A few days in Cambodia

I wish someone had told me how bad the roads were in Cambodia before I booked this trip! I’d have definitely chosen to fly instead!

We took a public bus from Saigon to Phnom Penh, crossing the border with the bus. That in itself was a bit stressful and a show of how things like queuing (they don’t) differ from home! Luckily we made it pass the border without too much trouble (visa on arrival is $20 but some travel companies will charge you $25 and will fill out your paperwork and get it through for you). You can tell the difference between Vietnam and Cambodia by the road and the traffic- far less beeping going on in the Cambodian side!

We stayed two nights in Phnom Penh, the capital city. It was definitely not one of my favourite cities so far, it was all just a bit grimy to be honest. I felt like you really needed to have someone with you to show you where all the good bits were! Luckily we did! We had a ‘cyclo’ tour of the city- basically a chair with a bicycle on the back- which have us a very immersive experience with the city’s traffic. It was really rather scary at times. We had dinner at Friends restaurant- another one run by Friends International- and the food was amazing! Seriously tasty stuff. We also had drinks at the FCC (which stands for Foreign Correspondents Club I found out later) which was the host to the last interview from Pol Pot. You know, the guy who lead the Khmer Rouge to kill 3 million Cambodians in the name of communism in the 70s… Oh yeah, that’s the other thing about Cambodia- the country’s history, of which I knew only the very basics, is so awful and much of the time we spent in Phnom Penh was spent learning about it. Probably one of the reasons why we didn’t have such a jolly time there…

Ready to go cyclo...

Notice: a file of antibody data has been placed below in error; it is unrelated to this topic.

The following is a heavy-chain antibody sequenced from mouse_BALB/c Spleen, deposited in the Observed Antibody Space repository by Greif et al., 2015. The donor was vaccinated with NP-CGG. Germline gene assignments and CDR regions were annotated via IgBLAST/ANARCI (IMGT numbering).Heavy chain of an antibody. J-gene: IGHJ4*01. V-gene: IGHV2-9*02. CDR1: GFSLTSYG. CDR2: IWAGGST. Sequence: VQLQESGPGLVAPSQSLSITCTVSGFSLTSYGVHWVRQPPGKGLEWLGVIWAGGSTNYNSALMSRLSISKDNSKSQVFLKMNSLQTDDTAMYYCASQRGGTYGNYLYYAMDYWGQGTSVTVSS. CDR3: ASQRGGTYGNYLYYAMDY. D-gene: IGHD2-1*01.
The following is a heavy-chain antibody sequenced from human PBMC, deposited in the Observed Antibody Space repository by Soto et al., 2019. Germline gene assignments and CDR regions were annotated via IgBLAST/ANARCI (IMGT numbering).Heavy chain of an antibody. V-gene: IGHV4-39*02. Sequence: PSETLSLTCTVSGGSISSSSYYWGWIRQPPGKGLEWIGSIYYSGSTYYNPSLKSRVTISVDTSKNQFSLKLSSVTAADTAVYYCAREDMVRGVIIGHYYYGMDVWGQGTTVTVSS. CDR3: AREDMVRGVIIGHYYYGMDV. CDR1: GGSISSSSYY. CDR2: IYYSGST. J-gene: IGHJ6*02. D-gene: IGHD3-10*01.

Ready to go cyclo…

A half day tour took us to Tuol Sleng prison, per wise known as S21 and the location of thousands of deaths and atrocities. This high school turned prison is now open as a ‘genocide museum’, filled with pictures of its former inmates and their stories. I think of all the thousands of people who went in there only 7 survived. The prison also retains a lot of the beds, weapons and bloodstains from its former use. From the prison we had a 40 minute bus ride out of the city to one of the killing fields, the site of thousands of deaths and filled with mass graves. In some areas where they haven’t been cleared, you can see bones and teeth embedded in the ground. And the tree! The awful tree with a dark stain on the side marking when the Khmer Rouge soldiers killed babies by beating them against the tree. As I said, not a happy place but I’m glad we went. I don’t think you can truly understand this country and it’s people until you know what they’ve been through. Speaking to them, you’ll find that there’s not one person who didn’t have a relative killed in those fields.

From Phnom Penh we moved onto Siem Reap (after a crazy 8 hour bus trip on basically a dirt track in a bus with poor suspension…), a really vibrant fun city. You can tell it caters far more to the many tourists who come here to visit the amazing temples of Angkor. Lots of big hotels, restaurants, shops, pubs and clubs line the streets. The locals seem happier too but that’s probably because there’s so many tourists spending money out here!